Excerpts from Reuters Report Wednesday March 24 4:44 PM ET
Translations (in brackets) Provided by Maj Telicommunications
BELGRADE (Reuters) - NATO launched a devastating blitz of air strikes
against military targets in Yugoslavia Wednesday after a defiant
Yugoslav President Slobodan Milosevic rejected a big-power peace plan for Kosovo.
In Washington, President Clinton said the strikes aimed to prevent
``brutal repression'' by Yugoslav forces against the ethnic Albanian
majority in Serbia's Kosovo province.
[Hey!! Hey!! I told you to stop hitting your brother!!! Now you're gonna
``Only firmness now can prevent greater catastrophe later,'' Clinton told
reporters at the White House.
[You'll thank me for this when you're older. This'll teach you to play
``I have been informed by SACEUR (NATO's Supreme Commander, Europe),
General (Wesley) Clark, that at this moment NATO air operations against
targets in the Federal Republic of Yugoslavia have commenced,'' Solana
[Come Back Here!! OK mister, you want me to use the belt? I'll use the
``Clear responsibility for the air strikes lies with President Milosevic
who has refused to stop his violent action in Kosovo and has refused to
negotiate in good faith,'' he said.
[You shouldn't make me do this (WHACK!!). It hurts me more than it hurt
(WHACK!) you. If you had just done what I (WHACK!) told you in the first
place you wouldn't be in this position (WHACK!!WHACK!!).]
Clinton said the action had three objectives: demonstrate the seriousness
of NATO's opposition to aggression and its support for peace; deter
Milosevic from escalating his attacks on civilians by imposing a price for
those attacks, and if necessary, damage Serbia's capacity to wage war in
[You don't think I mean it when I say cut it out? Huh, you know I mean it
now don't you? After I get through with you, you're gonna leave your
brother alone, right? You do it again, I'm gonna smack you into next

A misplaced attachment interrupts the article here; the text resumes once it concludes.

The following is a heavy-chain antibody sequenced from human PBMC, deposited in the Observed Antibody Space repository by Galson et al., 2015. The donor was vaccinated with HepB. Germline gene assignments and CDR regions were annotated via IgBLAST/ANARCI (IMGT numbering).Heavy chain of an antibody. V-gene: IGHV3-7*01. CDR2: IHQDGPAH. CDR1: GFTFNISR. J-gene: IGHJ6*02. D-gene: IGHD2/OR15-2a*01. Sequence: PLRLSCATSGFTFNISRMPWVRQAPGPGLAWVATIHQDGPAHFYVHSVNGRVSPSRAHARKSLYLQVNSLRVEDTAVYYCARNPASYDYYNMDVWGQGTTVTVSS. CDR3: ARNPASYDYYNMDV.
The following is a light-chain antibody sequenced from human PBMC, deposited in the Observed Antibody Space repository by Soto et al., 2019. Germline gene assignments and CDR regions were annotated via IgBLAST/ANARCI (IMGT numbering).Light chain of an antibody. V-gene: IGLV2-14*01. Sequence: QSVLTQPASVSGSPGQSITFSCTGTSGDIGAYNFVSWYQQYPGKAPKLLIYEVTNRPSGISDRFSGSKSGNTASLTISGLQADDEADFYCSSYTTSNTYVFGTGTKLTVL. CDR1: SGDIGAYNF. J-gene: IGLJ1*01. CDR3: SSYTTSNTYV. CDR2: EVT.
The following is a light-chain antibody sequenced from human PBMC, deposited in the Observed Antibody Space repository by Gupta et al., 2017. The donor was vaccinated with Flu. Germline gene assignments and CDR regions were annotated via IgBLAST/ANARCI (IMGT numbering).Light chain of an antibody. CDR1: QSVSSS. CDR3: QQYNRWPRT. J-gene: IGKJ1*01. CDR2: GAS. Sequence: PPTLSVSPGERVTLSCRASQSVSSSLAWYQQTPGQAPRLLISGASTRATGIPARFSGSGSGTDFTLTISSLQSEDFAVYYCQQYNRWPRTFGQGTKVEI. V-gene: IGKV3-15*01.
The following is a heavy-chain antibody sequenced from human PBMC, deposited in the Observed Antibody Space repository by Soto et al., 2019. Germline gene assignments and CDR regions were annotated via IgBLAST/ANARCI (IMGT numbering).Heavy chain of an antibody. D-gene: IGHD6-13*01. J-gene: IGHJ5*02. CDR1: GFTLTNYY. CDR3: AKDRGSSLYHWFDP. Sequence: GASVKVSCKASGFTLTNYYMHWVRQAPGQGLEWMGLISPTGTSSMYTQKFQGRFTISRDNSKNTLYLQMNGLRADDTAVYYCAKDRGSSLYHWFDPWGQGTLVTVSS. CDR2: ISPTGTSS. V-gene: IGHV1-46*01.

But the attacks caused consternation in Russia, a traditional friend of
fellow Orthodox nation Serbia. President Boris Yeltsin said he was
``deeply shocked'' and Moscow called an immediate meeting of the United
Nations Security Council.
The Vatican also expressed dismay, calling the strikes a ''defeat for
[(voice from other room: Aww, honey, don't hit him so hard! He didn't mean
it, they were only playing. You know how little boys are. Oh well, I can't
watch, I'll be in the laundry room)]
But Solana said: ``NATO is not waging war against Yugoslavia. We have no
quarrel with the people of Yugoslavia who for too long have been isolated
in Europe because of the policies of their government. Our actions are
directed against the repressive policy of the Yugoslav leadership.''
[You know I'm only doing this beacuse I love you and I want you to be a
good boy. You just have to learn.]
Arrayed against it is the power of the United States and most of its
European allies. Experts and officials say the first strikes will aim to
disable Yugoslavia's Soviet-made anti-aircraft missiles and to knock out
radar and communications.
Up to 400 NATO warplanes could follow through with sustained bombing of
forces that might be used against Kosovo's Albanian separatist guerrillas.
[Cut that out or I'll really give you something to cry about!! Go to your
room and stay there till I say you can come back out!!!]